Raindance 2020 film review: Thou Shalt Not Hate
Ivan Radford | On 05, Nov 2020
Mauro Mancini’s drama doesn’t exactly have a subtle title, but the film is deceptively understated and thoughtful piece. The film follows Simone (Alessandro Gassman), a well-known, respected Jewish surgeon. One day, while out canoeing, he comes across a car accident and races to help an injured man. Calling the emergency services and helping to stop the bleeding from the man’s wound, he’s the embodiment of a good neighbour showing compassion to a stranger.
Then, he notices something unexpected: a Nazi tattoo on the man’s chest. After starting to help, he stops halfway through and leaves the man to die. But after being caught up in that initial display of cool detachment, he finds himself consumed by guilt for his actions, or lack thereof. And so he goes about trying to make amends, hiring the man’s daughter, Marica (Sara Serraiocco), as his new cleaner.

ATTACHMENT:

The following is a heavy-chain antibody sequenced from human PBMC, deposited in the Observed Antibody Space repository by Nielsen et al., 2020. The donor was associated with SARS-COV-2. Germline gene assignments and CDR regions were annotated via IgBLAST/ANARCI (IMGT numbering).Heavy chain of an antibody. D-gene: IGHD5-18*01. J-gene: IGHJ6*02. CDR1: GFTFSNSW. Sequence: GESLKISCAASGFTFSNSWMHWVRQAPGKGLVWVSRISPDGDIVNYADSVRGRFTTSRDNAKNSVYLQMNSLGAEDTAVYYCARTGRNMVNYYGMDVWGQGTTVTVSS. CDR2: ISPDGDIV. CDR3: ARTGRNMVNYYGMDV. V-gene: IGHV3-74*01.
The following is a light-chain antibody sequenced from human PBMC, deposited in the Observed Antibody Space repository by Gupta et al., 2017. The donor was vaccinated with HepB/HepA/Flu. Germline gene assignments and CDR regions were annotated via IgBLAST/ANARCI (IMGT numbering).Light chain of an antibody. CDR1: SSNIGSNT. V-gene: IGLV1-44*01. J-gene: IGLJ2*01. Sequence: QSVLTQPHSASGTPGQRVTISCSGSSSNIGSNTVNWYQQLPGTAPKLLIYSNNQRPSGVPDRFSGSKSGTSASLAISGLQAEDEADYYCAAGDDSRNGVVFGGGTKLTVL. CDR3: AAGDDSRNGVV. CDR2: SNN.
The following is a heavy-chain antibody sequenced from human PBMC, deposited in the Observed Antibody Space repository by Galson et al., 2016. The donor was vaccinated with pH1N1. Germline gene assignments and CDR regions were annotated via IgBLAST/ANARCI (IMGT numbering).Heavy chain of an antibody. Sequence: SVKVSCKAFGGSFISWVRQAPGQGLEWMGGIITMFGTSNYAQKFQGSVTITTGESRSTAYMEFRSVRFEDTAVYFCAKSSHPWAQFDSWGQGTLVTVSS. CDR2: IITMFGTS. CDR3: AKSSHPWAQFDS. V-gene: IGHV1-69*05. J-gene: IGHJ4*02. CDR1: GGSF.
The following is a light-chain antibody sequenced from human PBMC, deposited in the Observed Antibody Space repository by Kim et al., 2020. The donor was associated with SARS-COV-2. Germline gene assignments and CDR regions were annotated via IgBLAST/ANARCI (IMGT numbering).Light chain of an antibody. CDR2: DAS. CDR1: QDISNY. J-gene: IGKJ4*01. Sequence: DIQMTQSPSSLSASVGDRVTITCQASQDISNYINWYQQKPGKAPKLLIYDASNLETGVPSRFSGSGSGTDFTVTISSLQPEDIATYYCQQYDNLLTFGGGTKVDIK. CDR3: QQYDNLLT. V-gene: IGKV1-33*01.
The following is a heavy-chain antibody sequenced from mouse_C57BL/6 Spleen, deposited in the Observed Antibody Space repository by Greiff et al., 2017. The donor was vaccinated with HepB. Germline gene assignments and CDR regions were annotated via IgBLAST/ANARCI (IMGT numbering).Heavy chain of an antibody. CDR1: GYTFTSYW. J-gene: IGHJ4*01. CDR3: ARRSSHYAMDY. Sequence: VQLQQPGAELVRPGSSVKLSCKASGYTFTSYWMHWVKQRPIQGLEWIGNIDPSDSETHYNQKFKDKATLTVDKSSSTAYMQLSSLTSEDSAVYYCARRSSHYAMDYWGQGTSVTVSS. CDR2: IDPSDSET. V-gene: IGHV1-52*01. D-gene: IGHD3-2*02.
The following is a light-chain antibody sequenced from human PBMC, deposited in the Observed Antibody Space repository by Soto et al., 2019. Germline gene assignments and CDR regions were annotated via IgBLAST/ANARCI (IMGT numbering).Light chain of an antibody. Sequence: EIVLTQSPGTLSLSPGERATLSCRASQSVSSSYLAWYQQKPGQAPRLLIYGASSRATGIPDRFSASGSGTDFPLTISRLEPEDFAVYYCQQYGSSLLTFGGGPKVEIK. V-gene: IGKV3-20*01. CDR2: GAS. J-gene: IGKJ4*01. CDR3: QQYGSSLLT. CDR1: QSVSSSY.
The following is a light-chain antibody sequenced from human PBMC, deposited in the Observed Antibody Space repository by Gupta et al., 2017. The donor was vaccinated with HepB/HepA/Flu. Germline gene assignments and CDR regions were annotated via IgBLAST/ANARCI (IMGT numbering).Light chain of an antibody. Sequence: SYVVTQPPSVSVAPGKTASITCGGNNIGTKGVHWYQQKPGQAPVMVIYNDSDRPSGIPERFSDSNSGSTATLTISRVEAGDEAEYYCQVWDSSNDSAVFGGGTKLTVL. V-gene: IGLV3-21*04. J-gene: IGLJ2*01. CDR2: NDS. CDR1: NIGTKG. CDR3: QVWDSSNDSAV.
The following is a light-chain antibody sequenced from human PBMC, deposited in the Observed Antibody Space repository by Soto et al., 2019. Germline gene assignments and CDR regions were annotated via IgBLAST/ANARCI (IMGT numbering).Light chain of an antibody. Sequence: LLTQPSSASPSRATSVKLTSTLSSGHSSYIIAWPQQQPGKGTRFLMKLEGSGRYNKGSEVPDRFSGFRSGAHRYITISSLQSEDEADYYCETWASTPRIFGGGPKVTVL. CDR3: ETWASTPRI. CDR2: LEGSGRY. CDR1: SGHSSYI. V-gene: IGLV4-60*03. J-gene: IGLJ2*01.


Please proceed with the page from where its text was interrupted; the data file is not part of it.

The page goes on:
That decision, though, only brings Simone closer into contact with the man’s family, and tensions soon spring up, as it becomes clear that the man’s Nazi views have been passed on to at least one of his children – the hostile and angry Marcello (Luka Zunic). While things get messy, they’re also far less clear-cut than you might expect, and Mancini’s script finds room to explore the inheritance of prejudices and attitudes on all sides of the situation. With an opening flashback that tees up the film’s generational themes, the result is a timely meditation on hatred, division and reconciliation. While anchored in Gassmann’s superbly expressive performance (which won Best Actor at the Venice Film Festival), this is intentionally an ensemble affair and finds compassion running through veins beneath even the most unexpected surfaces.
Thou Shalt Not Hate streams at 6pm on 5th November. To book a ticket, click here.